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Colour temperature adjustment query.

Discussion in 'Help Team' started by Footloose, Feb 18, 2017.

  1. Footloose

    Footloose Well-Known Member

    I'm going to be given some images taken on a Phase One P20 digital back, taken indoors where the colour temp on the P20, was left set on 'Daylight'. I will also be getting the colour temperature data from a Raw image (E-M1 camera) taken at the same time, under the same lighting conditions.

    It's at this point, that my brain has become 'frazzled' because I'm not too sure what the best way of converting the P20 files so they have the same colour temp as those from the E-M1 ... Do I just input (using PSP x10) the setting from the E-M1 image, into the 'box' showing the P20's colour temp, or the 'difference' between the two readings, or do something else? It's just that I'm seriously doubting my limited knowledge of this procedure!
  2. PeteRob

    PeteRob Well-Known Member

    This is a jpeg file that you are processing in Paint Shop Pro? If there is a neutral tone then you can use that to set the colour balance (I assume PSP can do that) else indeed move the colour temperature until it looks right. I'd adjust on the basis of what it looks like rather than matching the colour temperatures but the temperatures should end up having similar values if the two images look the same. If the shots are just "indoors" as opposed to "indoors with artificial light" then daylight might be OK. If the lighting is artificial but not tungsten then you may find a colour cast and have to adjust for tint too. Wait and see what you have before worrying too much.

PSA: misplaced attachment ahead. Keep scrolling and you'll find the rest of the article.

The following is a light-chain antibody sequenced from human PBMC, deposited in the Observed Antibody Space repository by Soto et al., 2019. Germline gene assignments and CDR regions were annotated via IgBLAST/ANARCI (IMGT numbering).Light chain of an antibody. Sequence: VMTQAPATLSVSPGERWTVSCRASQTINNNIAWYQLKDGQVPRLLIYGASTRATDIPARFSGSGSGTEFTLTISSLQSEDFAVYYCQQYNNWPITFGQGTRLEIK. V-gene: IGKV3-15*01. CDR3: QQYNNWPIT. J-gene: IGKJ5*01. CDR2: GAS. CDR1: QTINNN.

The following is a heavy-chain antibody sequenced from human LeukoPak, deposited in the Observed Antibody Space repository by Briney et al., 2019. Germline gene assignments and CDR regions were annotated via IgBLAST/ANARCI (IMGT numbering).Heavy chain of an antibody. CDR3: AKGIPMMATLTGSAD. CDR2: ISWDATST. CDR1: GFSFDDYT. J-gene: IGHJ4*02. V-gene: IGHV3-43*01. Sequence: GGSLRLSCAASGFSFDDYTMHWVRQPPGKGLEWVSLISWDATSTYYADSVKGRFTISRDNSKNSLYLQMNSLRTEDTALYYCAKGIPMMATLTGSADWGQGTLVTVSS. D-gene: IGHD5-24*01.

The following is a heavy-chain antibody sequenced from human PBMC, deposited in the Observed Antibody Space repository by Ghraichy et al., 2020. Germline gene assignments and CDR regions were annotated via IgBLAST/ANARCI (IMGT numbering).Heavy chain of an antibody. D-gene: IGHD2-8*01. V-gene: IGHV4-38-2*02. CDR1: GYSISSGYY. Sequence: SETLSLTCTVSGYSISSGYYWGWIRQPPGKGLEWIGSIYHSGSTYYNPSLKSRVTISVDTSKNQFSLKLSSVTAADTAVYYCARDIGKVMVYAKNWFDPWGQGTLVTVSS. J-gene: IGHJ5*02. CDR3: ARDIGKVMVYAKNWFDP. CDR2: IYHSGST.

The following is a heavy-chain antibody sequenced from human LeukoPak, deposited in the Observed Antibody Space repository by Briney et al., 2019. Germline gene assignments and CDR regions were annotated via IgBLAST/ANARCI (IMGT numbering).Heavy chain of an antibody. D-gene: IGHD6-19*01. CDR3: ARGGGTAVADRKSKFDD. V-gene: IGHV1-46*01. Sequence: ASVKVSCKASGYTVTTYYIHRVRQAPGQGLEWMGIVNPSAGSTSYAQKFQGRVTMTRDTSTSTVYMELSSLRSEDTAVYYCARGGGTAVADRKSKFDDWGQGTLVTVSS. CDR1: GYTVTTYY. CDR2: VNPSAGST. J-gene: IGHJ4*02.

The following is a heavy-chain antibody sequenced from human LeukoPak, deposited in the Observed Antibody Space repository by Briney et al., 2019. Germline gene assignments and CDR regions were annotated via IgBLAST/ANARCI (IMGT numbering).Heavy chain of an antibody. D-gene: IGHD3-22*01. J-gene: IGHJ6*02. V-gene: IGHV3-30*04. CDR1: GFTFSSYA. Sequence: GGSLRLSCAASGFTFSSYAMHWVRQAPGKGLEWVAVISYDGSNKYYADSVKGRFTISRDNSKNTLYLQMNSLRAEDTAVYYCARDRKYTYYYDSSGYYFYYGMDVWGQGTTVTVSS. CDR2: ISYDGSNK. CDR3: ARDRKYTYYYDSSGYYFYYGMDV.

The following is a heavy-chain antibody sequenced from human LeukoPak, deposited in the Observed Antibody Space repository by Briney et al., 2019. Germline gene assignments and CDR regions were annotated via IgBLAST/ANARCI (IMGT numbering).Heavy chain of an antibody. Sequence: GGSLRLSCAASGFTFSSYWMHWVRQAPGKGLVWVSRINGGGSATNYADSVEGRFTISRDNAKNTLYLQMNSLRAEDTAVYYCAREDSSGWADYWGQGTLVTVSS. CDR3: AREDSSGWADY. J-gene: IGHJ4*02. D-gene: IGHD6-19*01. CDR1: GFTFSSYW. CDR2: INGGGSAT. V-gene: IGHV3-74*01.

3. peterba

    peterba Well-Known Member

    If you have access to Photoshop, then you could try the "Match color" function. It's far from perfect:rolleyes:, but it can be tweaked with sliders to get closer to the image that you wish to match.

    There's also a free-ware thing called the "Metrix plug-in" (Google it) which claims to work with many editing programs, including PS and Paint Shop Pro, and also claims to be more accurate than PS's "Match color" function. NOTE: I have not tried it, so all the usual caveats apply!
  4. Footloose

    Footloose Well-Known Member

    The images are 48-bit (!) Tiff files that automatically open up as RAW files in PSP x9. The owner of these images is also going to be visiting me later today and bringing along the camera and back, so I'm going to have a look at what settings the P20 offers and also taking some test shots with it. I'm rather intrigued by what this back is capable of since the P20 was first sold in 2004!
  5. PeteRob

    PeteRob Well-Known Member

    Pretty big file then. The Phase One backs have come a long way since 2004. I'm on their mailing list having once bought a copy of the "lite" version of Capture One when it existed so I get regular email updates for their hardware and software and invitations to buy new or refurbished kit.
  6. GlennH

    GlennH Well-Known Member

    A 48-bit file is a 16-bit per channel RGB file, FWIW.
  7. Footloose

    Footloose Well-Known Member

    Thanks for that Glenn.
    As an update on what I'm doing, we've encountered a problem ... My friend turned up and he decided that using the 80mm instead of the 40mm would make using the camera a lot less unwieldy; Took this off, but looks like the coupling pin on the 80mm isn't aligning properly with the body, so can't attach it! He decided not to try putting the 40mm back on, in case we make things even worse - 40mm lens and body jammed together! - so it's off to a repairer to sort things out.

    We've obviously looked up this issue on youtube and although it looks like it's 'possible' to sort things out ourselves if this didn't work, our 'messing around' might lead to a much more complex and expensive repair job ... It's just not worth running that risk!

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